Monthly Archives: December 2009

The Third Person

Over the Christmas break, I went back to New York. It’s where I’m from. Technically. (The Atlantis thing can’t be proven.) My mom still lives in Queens and my oldest friends are there. Having grown up in New York, I didn’t realize for a long time how special it was. Didn’t every city have skyscrapers as far as the eye could see? Central Park. What about it? Macy’s, Lincoln Center, Harlem, Times Square, Soho, Brooklyn, The “Village.” Yeah. I been there.

Only after extensive travel during my dance career did I start to appreciate New York. After a few stints in Lubbock and Fresno, you start to look at things a little differently. I met nice folks in Lubbock, no doubt. But they also made me pay before I ate at Denny’s. (I am a colored person). The dazzling places, Paris, St. Petersburg, make you miss the big apple in a different way. Make you miss its charm and its ugliness. The well-worn pavement that fits like an old shoe. The way everything is oh so glamorously falling apart. Its smell of garbage, exhaust, and nuts-about-nuts. The relief of gasping that fetid air after surfacing from a long, crowded summertime subway. And oh, to be a woman in New York! How we are free from the bondage of coquettishness. We can wear sensible shoes and go without makeup. To the theater! Many are the times I’ve lined up in standing room at Lincoln Center wearing jeans and a backpack.

I no longer live in New York, but when I go home, it’s sort of like watching a movie. You can really get into the movie. Even have a vicarious experience, but you know you are separate from it. You know you can check out. There’s no pressure. It’s sort of like living life in the third person. I naturally tend to slip into that perspective when I go home to visit, and I wondered if I had stumbled upon some sort of spiritual truth.

So, stay with me here, to look at the third person, I had to go even higher. Let’s call it the fourth person. I think eventually, you just stop counting. You take on a whole new appearance, and then you’re there, and you start from one again. Anyway, what I saw was that to live in the third person means that you are grounded, centered in your beingness and that you act and experience things from there. You don’t get caught up. That doesn’t mean that you are indifferent to life’s goings on. I think it means just the opposite. You can more easily experience emotions because you don’t identify with them. Is this what spiritual traditions mean when they say to identify with the one who is watching?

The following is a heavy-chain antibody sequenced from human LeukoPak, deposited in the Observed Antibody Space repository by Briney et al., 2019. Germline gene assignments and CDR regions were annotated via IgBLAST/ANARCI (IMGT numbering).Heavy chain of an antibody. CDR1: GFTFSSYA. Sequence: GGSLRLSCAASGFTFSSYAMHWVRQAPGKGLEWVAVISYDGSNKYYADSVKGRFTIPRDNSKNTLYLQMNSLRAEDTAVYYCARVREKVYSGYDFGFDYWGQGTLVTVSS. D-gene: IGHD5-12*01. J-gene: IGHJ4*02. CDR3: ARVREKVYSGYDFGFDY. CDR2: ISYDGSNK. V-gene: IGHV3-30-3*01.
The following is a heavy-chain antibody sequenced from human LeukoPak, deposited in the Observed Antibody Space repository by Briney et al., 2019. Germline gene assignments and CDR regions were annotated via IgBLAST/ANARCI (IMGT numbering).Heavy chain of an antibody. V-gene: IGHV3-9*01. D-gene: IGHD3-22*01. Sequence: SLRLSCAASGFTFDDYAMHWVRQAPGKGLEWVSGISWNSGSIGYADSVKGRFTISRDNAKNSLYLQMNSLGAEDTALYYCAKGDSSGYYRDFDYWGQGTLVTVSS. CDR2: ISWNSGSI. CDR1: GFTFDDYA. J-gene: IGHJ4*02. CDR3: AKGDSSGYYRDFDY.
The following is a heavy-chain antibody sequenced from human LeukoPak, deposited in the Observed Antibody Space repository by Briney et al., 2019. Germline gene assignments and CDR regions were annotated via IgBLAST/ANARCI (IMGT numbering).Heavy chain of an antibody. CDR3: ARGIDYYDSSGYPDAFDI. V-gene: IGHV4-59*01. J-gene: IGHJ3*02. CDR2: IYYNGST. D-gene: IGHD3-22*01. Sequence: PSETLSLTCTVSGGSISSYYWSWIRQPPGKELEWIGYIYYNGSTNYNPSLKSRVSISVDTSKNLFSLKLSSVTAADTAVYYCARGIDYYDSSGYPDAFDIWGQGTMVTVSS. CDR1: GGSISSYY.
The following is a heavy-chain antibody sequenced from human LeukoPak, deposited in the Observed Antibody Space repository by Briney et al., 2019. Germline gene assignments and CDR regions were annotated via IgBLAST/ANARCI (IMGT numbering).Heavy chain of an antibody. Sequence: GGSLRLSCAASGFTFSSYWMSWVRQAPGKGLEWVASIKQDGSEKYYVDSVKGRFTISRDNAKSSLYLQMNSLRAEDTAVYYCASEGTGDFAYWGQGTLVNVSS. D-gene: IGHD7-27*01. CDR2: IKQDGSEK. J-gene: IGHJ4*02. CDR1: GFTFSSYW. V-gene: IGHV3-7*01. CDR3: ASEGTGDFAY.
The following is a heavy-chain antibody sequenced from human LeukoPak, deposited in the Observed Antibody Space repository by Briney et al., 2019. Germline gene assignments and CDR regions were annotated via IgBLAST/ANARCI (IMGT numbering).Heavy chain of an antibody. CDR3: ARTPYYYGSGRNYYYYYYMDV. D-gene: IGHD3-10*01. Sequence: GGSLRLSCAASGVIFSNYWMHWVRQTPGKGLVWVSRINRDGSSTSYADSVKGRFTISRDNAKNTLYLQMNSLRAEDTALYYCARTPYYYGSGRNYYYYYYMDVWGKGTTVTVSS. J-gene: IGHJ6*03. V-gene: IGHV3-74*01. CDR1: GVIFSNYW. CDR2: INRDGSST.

Of course it’s not always easy to maintain that perspective. Like anything, it has to be practiced. Riding this wave of perspective, I took a ballet class. There is nothing like the energy of a dance studio in New York. For one thing, there are a lot of open classes taught by great teachers. An open class means simply that anyone can pay their fifteen bucks, strap on a pair of tights and go for it. Like yoga, there are varying levels of difficulty that may be applied to a step, so an open class might accomodate dancers ranging from super stars of the ballet world to a housewife that’s doing it for exercise. But there is something more to the open class in New York: it actually has a spirit of openess.

When I was dancing and training in New York, I was a bit of a snob about these open classes. They were watered down, unprofessional, etc. But now, living in the third person, I loved it! It was just a room full of people dancing. So full of life. So exciting, and dare I say it, fun.

Crystal Baby

(No, not crystal meth).

I am often teased about my metaphysical interests in astrology, tarot, crystals, q-links, channeling and the like. It’s fine. I even laugh at myself with regards to it all. I don’t pretend to understand any of it. Nor do I  feel the need to convince anyone of the efficacy of various modalities. It just makes sense to me that everything is energy and for certain things to work, like crystals for example, you have to interact with them. You have to build a relationship with them. Work is the wrong word really. In my experience, the crystal doesn’t perform a specific function (shazzam!) like a printer or a coffee maker. Let’s just say that if you’re in its field of resonance and are open to it, it may stimulate something within you, be it healing, creativity, a hard-on, or whatever.